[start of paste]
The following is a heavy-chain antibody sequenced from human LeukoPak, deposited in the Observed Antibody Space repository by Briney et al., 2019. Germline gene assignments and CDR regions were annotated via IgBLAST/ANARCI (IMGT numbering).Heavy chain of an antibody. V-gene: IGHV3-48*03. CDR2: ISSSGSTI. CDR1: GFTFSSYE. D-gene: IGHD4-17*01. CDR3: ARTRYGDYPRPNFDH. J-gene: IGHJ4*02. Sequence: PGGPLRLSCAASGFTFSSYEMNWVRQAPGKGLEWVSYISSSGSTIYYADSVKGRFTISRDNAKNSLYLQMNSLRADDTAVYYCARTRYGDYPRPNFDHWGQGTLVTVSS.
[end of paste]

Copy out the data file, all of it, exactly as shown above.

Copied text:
The following is a heavy-chain antibody sequenced from human LeukoPak, deposited in the Observed Antibody Space repository by Briney et al., 2019. Germline gene assignments and CDR regions were annotated via IgBLAST/ANARCI (IMGT numbering).Heavy chain of an antibody. V-gene: IGHV3-48*03. CDR2: ISSSGSTI. CDR1: GFTFSSYE. D-gene: IGHD4-17*01. CDR3: ARTRYGDYPRPNFDH. J-gene: IGHJ4*02. Sequence: PGGPLRLSCAASGFTFSSYEMNWVRQAPGKGLEWVSYISSSGSTIYYADSVKGRFTISRDNAKNSLYLQMNSLRADDTAVYYCARTRYGDYPRPNFDHWGQGTLVTVSS.